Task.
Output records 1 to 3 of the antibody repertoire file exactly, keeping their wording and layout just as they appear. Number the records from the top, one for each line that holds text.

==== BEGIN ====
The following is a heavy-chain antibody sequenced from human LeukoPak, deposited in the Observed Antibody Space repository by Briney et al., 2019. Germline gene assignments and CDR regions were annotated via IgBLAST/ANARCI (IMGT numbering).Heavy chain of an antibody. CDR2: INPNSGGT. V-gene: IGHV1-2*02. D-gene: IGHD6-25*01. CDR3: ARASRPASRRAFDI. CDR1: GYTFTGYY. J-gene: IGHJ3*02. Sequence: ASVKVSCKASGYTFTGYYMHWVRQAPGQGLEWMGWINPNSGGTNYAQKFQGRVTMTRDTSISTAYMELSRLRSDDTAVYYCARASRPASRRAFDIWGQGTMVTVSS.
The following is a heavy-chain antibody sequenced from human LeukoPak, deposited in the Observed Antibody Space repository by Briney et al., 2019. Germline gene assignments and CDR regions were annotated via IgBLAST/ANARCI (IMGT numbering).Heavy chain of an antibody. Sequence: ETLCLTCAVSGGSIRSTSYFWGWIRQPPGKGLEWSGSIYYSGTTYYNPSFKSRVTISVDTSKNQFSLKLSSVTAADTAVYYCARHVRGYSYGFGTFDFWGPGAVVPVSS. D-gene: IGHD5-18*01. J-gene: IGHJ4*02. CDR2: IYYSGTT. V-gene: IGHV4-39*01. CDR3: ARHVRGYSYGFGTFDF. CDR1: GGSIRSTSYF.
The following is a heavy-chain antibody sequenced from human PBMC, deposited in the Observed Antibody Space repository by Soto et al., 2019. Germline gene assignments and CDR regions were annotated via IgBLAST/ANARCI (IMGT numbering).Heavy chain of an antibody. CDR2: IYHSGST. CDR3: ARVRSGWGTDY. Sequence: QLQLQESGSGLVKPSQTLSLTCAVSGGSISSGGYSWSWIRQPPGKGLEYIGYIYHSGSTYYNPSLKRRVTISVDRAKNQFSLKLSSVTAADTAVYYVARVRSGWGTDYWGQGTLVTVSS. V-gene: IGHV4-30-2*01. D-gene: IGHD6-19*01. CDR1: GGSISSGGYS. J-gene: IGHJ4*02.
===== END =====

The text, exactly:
The following is a heavy-chain antibody sequenced from human LeukoPak, deposited in the Observed Antibody Space repository by Briney et al., 2019. Germline gene assignments and CDR regions were annotated via IgBLAST/ANARCI (IMGT numbering).Heavy chain of an antibody. CDR2: INPNSGGT. V-gene: IGHV1-2*02. D-gene: IGHD6-25*01. CDR3: ARASRPASRRAFDI. CDR1: GYTFTGYY. J-gene: IGHJ3*02. Sequence: ASVKVSCKASGYTFTGYYMHWVRQAPGQGLEWMGWINPNSGGTNYAQKFQGRVTMTRDTSISTAYMELSRLRSDDTAVYYCARASRPASRRAFDIWGQGTMVTVSS.
The following is a heavy-chain antibody sequenced from human LeukoPak, deposited in the Observed Antibody Space repository by Briney et al., 2019. Germline gene assignments and CDR regions were annotated via IgBLAST/ANARCI (IMGT numbering).Heavy chain of an antibody. Sequence: ETLCLTCAVSGGSIRSTSYFWGWIRQPPGKGLEWSGSIYYSGTTYYNPSFKSRVTISVDTSKNQFSLKLSSVTAADTAVYYCARHVRGYSYGFGTFDFWGPGAVVPVSS. D-gene: IGHD5-18*01. J-gene: IGHJ4*02. CDR2: IYYSGTT. V-gene: IGHV4-39*01. CDR3: ARHVRGYSYGFGTFDF. CDR1: GGSIRSTSYF.
The following is a heavy-chain antibody sequenced from human PBMC, deposited in the Observed Antibody Space repository by Soto et al., 2019. Germline gene assignments and CDR regions were annotated via IgBLAST/ANARCI (IMGT numbering).Heavy chain of an antibody. CDR2: IYHSGST. CDR3: ARVRSGWGTDY. Sequence: QLQLQESGSGLVKPSQTLSLTCAVSGGSISSGGYSWSWIRQPPGKGLEYIGYIYHSGSTYYNPSLKRRVTISVDRAKNQFSLKLSSVTAADTAVYYVARVRSGWGTDYWGQGTLVTVSS. V-gene: IGHV4-30-2*01. D-gene: IGHD6-19*01. CDR1: GGSISSGGYS. J-gene: IGHJ4*02.